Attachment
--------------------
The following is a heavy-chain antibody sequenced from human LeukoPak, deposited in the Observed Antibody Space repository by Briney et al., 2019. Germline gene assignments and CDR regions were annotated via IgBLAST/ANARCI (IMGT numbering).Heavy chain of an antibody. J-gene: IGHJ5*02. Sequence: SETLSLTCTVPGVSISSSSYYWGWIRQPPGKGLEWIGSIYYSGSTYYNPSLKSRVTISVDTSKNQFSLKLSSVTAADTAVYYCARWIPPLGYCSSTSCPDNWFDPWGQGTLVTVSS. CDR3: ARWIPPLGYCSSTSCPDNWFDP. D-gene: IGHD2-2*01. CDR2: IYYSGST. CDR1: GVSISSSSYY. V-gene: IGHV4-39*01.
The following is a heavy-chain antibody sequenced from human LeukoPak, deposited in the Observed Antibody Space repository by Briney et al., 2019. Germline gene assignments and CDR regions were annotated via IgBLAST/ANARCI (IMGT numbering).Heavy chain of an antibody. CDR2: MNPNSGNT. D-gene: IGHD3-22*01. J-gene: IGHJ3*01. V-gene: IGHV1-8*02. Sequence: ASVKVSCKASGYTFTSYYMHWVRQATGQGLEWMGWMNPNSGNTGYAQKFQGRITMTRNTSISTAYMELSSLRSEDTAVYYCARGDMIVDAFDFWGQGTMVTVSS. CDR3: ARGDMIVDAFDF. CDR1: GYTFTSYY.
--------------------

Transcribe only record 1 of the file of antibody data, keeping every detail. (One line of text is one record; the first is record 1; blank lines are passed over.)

The following is a heavy-chain antibody sequenced from human LeukoPak, deposited in the Observed Antibody Space repository by Briney et al., 2019. Germline gene assignments and CDR regions were annotated via IgBLAST/ANARCI (IMGT numbering).Heavy chain of an antibody. J-gene: IGHJ5*02. Sequence: SETLSLTCTVPGVSISSSSYYWGWIRQPPGKGLEWIGSIYYSGSTYYNPSLKSRVTISVDTSKNQFSLKLSSVTAADTAVYYCARWIPPLGYCSSTSCPDNWFDPWGQGTLVTVSS. CDR3: ARWIPPLGYCSSTSCPDNWFDP. D-gene: IGHD2-2*01. CDR2: IYYSGST. CDR1: GVSISSSSYY. V-gene: IGHV4-39*01.